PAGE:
Wikimedia Commons/Lindsay Fox
WEST PALM BEACH — A three-judge panel found that a lower court rightfully denied a motion in a case against a tobacco company for cigarette advertising.
Judges Carole Y. Taylor, Cory J. Ciklin and Jeffrey T. Kuntz heard the appeal. Taylor authored the Feb. 26 majority opinion. Ciklin concurred while Kuntz dissented.
The panel found that while it did not agree with R.J. Reynolds Tobacco Company's (RJR) arguments and it affirmed the trial court's rulings, it did certify conflict with two earlier rulings: R.J. Reynolds Tobacco Co. v. Prentice and R.J. Reynolds Tobacco Co. v. Whitmire, which were both decided by the Florida First District Court of Appeal.
RJR argued that in refusing to give a requested instruction, the trial court made an error, however the appellate court disagreed.
"In this case, the trial court did not abuse its discretion in refusing to give RJR’s requested instructions on the concealment and conspiracy claims," Taylor wrote. "RJR’s requested instructions were unnecessary because the trial court’s instructions adequately apprised the jury of the element of reliance."
Jacqueline P. Burgess' deceased husband, Johnny Burgess, began smoking at the age of 14, had very little formal education and could not read. In 1953, the Burgesses were married and Johnny Burgess switched from Pall Mall cigarettes to Winston filtered cigarettes because he believed since they were filtered, they were safer.
Johnny Burgess saw Winston cigarettes advertised on The Flinstones in the 1960s, where the filter was discussed in the advertisement. In the 1970s, Johnny Burgess made many attempts to quit smoking, but because he did not know anything about nicotine addiction, he struggled to stop and it was not until 1982 when he finally quit smoking for good, according to the opinion.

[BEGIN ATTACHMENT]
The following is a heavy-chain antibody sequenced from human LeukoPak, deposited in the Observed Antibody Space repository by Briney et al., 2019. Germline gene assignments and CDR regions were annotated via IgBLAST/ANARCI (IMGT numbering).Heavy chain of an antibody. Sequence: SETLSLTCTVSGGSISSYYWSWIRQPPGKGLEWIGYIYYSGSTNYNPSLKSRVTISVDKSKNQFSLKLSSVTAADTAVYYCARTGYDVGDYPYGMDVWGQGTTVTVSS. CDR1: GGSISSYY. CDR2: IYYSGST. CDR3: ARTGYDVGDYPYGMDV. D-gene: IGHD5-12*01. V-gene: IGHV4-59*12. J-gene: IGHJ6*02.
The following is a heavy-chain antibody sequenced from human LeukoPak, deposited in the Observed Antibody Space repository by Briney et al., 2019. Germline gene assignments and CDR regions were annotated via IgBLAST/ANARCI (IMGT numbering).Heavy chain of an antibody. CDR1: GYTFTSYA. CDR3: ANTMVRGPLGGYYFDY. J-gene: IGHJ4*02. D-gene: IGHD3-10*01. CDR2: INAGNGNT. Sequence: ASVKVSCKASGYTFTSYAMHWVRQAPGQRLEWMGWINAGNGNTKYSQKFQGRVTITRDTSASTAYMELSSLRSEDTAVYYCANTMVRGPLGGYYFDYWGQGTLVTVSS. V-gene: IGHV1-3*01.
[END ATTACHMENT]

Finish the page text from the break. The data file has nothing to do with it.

Johnny Burgess was diagnosed with lung cancer in 1993 and died that year. Jacqueline Burgess then filed a suit against RJR for the advertising of its cigarettes. During the trial, RJR moved for a directed verdict on claims of fraudulent concealment and conspiracy, but the trial court reserved ruling on the motion.
The jury assessed 20% of the fault on Johnny Burgess and that RJR was liable on the concealment and conspiracy claims. The jury awarded $3 million in compensatory damages, according to the opinion.
RJR then sought a new trial or a renewed motion for a directed verdict, which the court denied. RJR then appealed.
The panel found that the trial court properly denied the motion for a directed verdict and that Johnny Burgess did not need to prove that he had relied on any specific statements from RJR because the evidence found that the entire tobacco industry had delivered "a fraudulent message" to all smokers.
Florida Fourth Circuit Court of Appeal case number 4D18-3014